Schaw, a younger son of Walter Grosett of Alloa, was born in 1741 and was probably involved in the family’s Portuguese interests. On 13 Mar. 1783 he married Mary Rock (1755-1807), and on the same day her sister, Hannah Spencer Rock (1759-1808), married Edward Shirley of Cockthorpe Hall. The brides became coheiresses to the Jamaican plantations of their grandfather John Spencer (d. 1768) on the decease of their brother John Spencer Rock, and of their mother Hannah (in 1797), who after the death of their father Thomas Rock in 1772, had married, 13 July 1773, Henry Shirley (d. 1812) of Upper Wimpole Street, another Jamaican planter. John Rock Grosett, who spent some of his youth in Lisbon and served briefly in the army in England, consolidated this inheritance in 1810 by marrying his orphaned first cousin, Mary Spencer Shirley. Apart from the provision which was made for his unmarried sister Hannah Spencer, Grosett succeeded to his father’s entire estate, which included personal wealth sworn under £18,000, in April 1820. However, like his father, he also experienced prolonged legal problems over his West Indian possessions, and he had to set aside £10,000 for his younger children in order to leave the properties to the eldest at his death.8 He rented Lacock Abbey, which was described by the poet Thomas Moore as a ‘remarkably curious old place’, and it was there that, to his ‘inexpressible grief’, his first wife, ‘a woman of the greatest virtue and piety’, died, aged 36, in October 1820.9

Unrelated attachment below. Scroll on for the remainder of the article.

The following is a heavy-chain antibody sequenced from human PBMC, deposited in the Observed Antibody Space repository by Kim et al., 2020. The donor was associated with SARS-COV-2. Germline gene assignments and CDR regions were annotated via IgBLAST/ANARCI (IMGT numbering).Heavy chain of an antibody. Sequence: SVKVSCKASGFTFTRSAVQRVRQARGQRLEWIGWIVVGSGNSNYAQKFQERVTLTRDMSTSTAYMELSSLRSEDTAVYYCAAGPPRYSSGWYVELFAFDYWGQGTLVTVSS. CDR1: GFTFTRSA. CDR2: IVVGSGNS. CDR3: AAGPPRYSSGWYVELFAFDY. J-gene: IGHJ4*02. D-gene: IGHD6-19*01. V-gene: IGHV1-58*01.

He may have been introduced to Chippenham by another wealthy Jamaican planter and one of its former Members, James Dawkins. Indeed, it was on the interest of John Maitland, another former Member, who had purchased Dawkins’s property there and usually controlled one of the seats, that he first stood at the general election of 1818. Despite an active and favourable canvass, he was beaten into third place.10 Grosett, who never seems to have displayed any firm party allegiance, split for Paul Methuen† and John Benett* against the ministerialist William Pole Long Wellesley* at the Wiltshire election of 1818, but switched to the Tory interloper John Dugdale Astley*, against Benett, at the following year’s by-election.11 He made an agreement with Maitland to pay a total of £4,000 for being elected free of other expenses, and was returned unopposed for Chippenham at the general election of 1820.12 It was probably not Grosett but William Gosset who, as ‘Col. Grossett’, voted against Hume’s motion for economies in revenue collection, 4 July. He spoke in commendation of the Devizes Bear Club at its annual dinner, 11 Aug. 1820, and was a regular attender at meetings of this and the Wiltshire Society, another charity.13